Would English football benefit capped foreign players

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How English football should learn from English rugby

Wed Sep 28, 2016 11:58 pm

After the recent scandal involving Sam Allardyce seeing him sacked after one game, it's had me thinking. Why is English football so bad? Why do we rarely see genuine world class players and why can they never play well together?
For me their are many reasons. The FA for one. I did a bit of digging. The RFU is the rugby version of the FA. It comprises mainly ex players, coaches and directors. Its president is England's record appearance holder. Its chairman is a well respected former captain who lead the team to a grand slam in 1980. The FA on the other hand have a businessman as chairman and Prince William as it's president (lol).
While running down the list there isn't a single ex player. You see people like David Gill who, while being an astute businessman, isn't a genuine football enthusiast. He wants the team to succeed for the business and that's the problem. They don't see it the way we do. They want the team to win to create a revenue. Just watch this very short clip on YouTube (someone embed it if you can please) https://youtu.be/jd3zYUrXFC4
This is an ex England captain working for the RFU (rugby's fa) who is saying his biggest challenge at the moment is to get younger players (over 18) playing more games. Thats the same problem we have in football. As it stands English rugby has some of the best young (18-23 yo) players in the game. I literally think they are about to embark on something special. As it stands, when you look through any premiership side in rugby, you see a core of English players. Not only that, but you rarely see foreign players in the lower leagues. You see one or two a team that's it. Looking through championship and league 1 even league 2 you see sides made up of ourneymen from France, Spain, Italy etc. The roots have been destroyed and the FA needs to sort it.
The way I'd sort this would be simple. Each side is allowed 5 foreign players on the pitch at one time. The rest must be English. So 5 in the Premiership 4 in the Championship 3 in league 1 and 2 for league 2. You also must have at least 5 players who have come from your own youth setup (from 16 or younger) on the pitch or on the bench.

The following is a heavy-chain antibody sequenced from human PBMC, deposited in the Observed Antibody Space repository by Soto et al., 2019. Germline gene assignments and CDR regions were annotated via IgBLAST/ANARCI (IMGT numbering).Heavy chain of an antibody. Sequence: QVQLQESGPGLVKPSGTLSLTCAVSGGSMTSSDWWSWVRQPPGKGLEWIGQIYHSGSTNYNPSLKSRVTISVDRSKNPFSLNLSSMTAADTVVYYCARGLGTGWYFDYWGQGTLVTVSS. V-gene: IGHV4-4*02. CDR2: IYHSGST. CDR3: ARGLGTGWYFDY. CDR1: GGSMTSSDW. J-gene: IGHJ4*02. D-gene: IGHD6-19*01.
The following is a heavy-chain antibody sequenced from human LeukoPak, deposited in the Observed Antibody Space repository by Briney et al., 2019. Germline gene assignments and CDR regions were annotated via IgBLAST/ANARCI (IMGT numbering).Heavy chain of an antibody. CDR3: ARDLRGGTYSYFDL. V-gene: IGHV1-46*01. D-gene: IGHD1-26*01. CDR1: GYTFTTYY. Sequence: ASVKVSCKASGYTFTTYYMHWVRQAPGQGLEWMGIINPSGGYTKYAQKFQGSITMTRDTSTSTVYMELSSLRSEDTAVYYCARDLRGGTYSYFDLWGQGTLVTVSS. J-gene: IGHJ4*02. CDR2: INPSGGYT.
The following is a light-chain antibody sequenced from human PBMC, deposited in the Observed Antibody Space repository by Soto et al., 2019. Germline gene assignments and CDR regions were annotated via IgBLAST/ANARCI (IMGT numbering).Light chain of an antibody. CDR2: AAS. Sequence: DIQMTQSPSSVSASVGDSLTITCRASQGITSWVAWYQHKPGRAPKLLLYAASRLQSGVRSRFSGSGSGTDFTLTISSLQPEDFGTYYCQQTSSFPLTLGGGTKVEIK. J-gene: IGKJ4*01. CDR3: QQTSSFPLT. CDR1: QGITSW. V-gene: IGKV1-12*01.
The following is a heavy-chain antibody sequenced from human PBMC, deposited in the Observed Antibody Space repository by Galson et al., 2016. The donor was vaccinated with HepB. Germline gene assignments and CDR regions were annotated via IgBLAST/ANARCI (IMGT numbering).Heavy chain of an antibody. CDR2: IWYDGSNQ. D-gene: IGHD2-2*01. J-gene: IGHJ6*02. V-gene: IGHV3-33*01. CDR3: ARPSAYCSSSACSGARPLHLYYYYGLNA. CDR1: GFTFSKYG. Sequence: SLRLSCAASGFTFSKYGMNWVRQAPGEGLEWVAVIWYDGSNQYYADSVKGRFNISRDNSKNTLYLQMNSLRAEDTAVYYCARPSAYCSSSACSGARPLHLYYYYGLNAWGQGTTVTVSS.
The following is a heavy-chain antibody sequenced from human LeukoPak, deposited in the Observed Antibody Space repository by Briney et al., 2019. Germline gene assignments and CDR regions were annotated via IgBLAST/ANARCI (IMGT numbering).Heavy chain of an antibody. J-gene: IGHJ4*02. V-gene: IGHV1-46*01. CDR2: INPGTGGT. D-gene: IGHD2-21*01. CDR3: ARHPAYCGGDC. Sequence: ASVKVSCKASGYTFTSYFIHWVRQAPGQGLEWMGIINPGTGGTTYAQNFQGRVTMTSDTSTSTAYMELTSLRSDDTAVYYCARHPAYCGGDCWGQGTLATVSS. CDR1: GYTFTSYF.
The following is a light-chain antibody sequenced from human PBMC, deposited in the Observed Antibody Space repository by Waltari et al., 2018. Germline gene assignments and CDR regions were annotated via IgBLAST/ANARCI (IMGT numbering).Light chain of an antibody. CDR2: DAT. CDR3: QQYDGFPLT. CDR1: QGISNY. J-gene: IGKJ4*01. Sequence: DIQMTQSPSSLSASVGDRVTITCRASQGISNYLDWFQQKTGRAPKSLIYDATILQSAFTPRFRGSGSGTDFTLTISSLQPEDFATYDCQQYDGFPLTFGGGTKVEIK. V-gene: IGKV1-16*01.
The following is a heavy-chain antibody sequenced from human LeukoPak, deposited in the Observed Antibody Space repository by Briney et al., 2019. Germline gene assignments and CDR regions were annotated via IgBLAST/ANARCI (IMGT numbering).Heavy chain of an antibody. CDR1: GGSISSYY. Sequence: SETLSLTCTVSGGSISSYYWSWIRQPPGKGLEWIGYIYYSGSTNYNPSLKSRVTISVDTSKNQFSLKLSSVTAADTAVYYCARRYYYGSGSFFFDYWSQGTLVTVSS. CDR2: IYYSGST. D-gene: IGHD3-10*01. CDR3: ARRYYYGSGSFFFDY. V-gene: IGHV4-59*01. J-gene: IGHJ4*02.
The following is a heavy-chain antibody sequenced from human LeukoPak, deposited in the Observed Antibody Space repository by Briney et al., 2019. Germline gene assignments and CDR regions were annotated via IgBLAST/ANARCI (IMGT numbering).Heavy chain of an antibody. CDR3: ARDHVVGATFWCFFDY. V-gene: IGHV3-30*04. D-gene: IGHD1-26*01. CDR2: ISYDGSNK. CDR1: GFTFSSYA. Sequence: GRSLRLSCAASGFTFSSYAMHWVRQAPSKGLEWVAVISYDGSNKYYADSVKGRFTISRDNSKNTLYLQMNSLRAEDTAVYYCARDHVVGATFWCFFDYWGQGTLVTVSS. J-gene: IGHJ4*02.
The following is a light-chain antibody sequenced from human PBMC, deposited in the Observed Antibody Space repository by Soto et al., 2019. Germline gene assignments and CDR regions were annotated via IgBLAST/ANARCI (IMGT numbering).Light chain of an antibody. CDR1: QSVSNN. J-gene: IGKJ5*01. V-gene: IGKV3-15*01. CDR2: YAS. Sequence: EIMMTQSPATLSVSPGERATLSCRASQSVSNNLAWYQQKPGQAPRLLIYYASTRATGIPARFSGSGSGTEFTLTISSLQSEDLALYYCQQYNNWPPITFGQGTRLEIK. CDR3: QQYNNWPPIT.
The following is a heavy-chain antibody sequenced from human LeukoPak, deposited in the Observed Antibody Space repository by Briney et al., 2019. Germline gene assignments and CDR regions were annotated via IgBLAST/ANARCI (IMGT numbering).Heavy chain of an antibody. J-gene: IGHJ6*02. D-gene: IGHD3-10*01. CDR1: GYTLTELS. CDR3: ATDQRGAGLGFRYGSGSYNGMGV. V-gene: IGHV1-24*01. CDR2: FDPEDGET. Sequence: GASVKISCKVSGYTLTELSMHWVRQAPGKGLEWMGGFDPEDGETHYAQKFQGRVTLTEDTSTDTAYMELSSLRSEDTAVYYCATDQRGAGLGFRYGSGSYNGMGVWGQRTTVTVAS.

Now I know that would be radical and change the face of English football, but the rewards would be immense. Firstly, only the best foreign players would make it to the Premiership. It would almost be a holy grail. To be on the pitch for a premiership team as a foreigner would be a privilege. The first few years would be tough and the league would be upside down, but after 5 seasons or so, the cream would rise to the top. The team with the best English players would soon show. The England manager would be able to go to every game to watch potential players rather than one or two in a couple of games. Local derby's would be local derby's again. Only 1 mancunian was in the Manchester derby. Complete shambles.
I honestly think this would work for both our national side and our league.

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Re: How English football should learn from English rugby

Wed Jan 11, 2017 7:45 pm

How come in the 70s and 80s before the influx of foreign players, England were still shit?

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Re: How English football should learn from English rugby

Wed Jan 11, 2017 8:46 pm

I think you just killed Ste's well thought out and long post in one short sentence Martin :P

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Re: How English football should learn from English rugby

Sat Jan 14, 2017 10:15 am

It's not something I necessarily subscribe to because these caps do not necessarily exist at the countries doing well.
For me, our (all the UK) grassroots scouting leaves a lot to be desired, and IMO they look at the wrong characteristics.

You can teach a player to learn when to pass a ball or take people on, but you'd be quite limited in teaching the talent to make that pass, or take people on, or have a good touch.

We seem to discourage displays of raw skill and talent and prioritise kids who do 'the simple things right' even at a young age. At the end of the day, you get these players who don't have a lot of head room to grow - they already know to do the simple things right, so there's nothing else to learn no matter how much you coach em. The natural talent is simply missing.

It might actually do our youngsters a world of good if they're open to becoming journeymen themselves

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